I don’t understand the liberal point of view. It really is a mental disorder.

      Joanne Esposito Kashansky

      • Henry S. Cole, Ph.D. permalink*
        September 3, 2011 5:44 pm

        Joanne, thanks for your comment. You can call me a liberal, I call myself a Progressive. Someone who stands for progress and who understands that the role of government is vital, so long as its directed in the right ways. It should
        not for example be interfering with the basic freedoms of American people — for example sexual preference and freedom of speech and assembly. I strongly believe that government policies right now should be aimed at
        creating jobs. It has not. Rather, It has encouraged “free trade” and globalization that have crippled America’s manufacturing and the jobs that go with it. Some of these firms don’t pay any taxes.

        There are now 25 million Americans either unemployed, underemployed, or who have given up looking for the jobs that just aren’t there. These are not by in large lazy people. Many have worked hard for decades only to see their jobs eliminated. As far as the Obama, I’ve been quite critical
        of his Presidency. The socialism we have is not the usual working class brand, but socialism for the wealthy and corporate interests. Who got bailed out? Small businesses and laid-off workers or Wall Street? Why is the wealth
        gap between the riches and the rest of us growing? Because folks are lazy? I doubt it. The system is like a pin ball machine that is tilted towards the wealthy. The Tea-Party backed Republicans are now ripping this country to shreds — or trying to do so.
        Imagine someone like Eric Cantor saying that there should be no disaster relief for hurricane and earthquake victims unless it comes out of some other program. Which program? Schools, like the good one we attended, teacher salaries? Public safety programs — like police and fire? What we need
        to do is have a fair tax system — one in which those who can best afford it pay their fair share. Why should budget deficits come solely from the struggling middle class? Don’t rich folks use the same highways, airports, and national security as the rest of us.

        My main criticism of the President is that he has failed to advocate a real national investment program that would return this country to its former greatness, i.e. the best public University system in the world, the used-to-be best railroads, best roads, best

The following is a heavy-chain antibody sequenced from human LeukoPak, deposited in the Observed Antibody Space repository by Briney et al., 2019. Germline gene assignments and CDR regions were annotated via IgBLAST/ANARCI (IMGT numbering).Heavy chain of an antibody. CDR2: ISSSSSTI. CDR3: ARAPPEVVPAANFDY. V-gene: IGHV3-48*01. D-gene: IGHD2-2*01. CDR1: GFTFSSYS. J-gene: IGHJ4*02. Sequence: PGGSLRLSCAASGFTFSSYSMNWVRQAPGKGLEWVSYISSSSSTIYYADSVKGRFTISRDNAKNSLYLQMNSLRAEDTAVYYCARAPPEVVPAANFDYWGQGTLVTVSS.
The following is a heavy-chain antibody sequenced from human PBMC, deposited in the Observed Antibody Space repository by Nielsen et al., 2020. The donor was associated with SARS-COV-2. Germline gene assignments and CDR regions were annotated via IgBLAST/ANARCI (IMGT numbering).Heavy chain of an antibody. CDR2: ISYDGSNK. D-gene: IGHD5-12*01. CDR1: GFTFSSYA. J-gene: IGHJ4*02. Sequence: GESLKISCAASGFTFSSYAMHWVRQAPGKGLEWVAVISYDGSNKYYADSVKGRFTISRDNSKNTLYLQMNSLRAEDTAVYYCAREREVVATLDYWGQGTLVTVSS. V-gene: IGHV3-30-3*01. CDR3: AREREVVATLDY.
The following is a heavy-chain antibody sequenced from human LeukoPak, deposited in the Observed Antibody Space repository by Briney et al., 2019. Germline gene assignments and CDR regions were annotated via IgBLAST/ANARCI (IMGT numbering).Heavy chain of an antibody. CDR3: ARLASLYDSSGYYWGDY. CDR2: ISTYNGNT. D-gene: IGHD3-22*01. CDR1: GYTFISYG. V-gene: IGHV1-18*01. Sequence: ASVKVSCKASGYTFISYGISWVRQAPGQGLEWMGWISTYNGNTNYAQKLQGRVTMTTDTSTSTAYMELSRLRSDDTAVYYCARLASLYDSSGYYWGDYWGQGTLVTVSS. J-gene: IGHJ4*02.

scientific research institutions, best space program, best public school system, etc. No longer so. The other modern countries of the world are investing in their futures. We instead seem to be embracing a path that government has no role to play. How can we remain competitive without a game plan. Remember, Ralph had a game plan, and it got the Rams a bunch of championships. He invested in his players. He had a strategic vision, and this nation as a whole needs one badly. Though believe in the power of entrepreneurship (am one myself), no individual or company can reap America’s potential by themselves, anarchy produces little more than chaos. We need sensible policies and investments that put people back to work, not a race to the bottom.

        ll of this is absurd in for a wealthy, democratic nation. The problem is not laziness. But a system that rewards greed rather than merit or contribution to the whole. Where is the patriotism that made this nation great. Is in the big
        corporations who are outsourcing jobs and investment? Is in the big banks who refuse to invest in local economies? Is in politicians who want to “close the doors of the Environmental Protection Agency” so that our kids will breathe air with pollutants known to cause asthma?

        As far as entitlements. I don’t know about you, but I paid into Medicare and Social Security for the past 45 years. Praise the Lord for these programs. I have my share of medical expenses, and at the age of 68 can’t work the way
        I used to. These systems are not broken and they should not be privatized. In fact nearly every modern, industrialized country offers Medicare to all, i.e. universal health care. Who should get the best care, only the wealthy?

        Joanne, do you really want to have a third world country? Because that’s what the Republicans seem to advocate. Third world countries have little or no public education, safety, no worker safety, no environmental regulation, no food safety, no sanitation,
        and a great deal of joblessness and poverty; they do however, have a small elite minority with a great deal of wealth and political power so concentrated that democracy goes out the window.

        Hank Cole.
        P.S. Whatever you do, don’t go to some person who has just lost their job and call them lazy.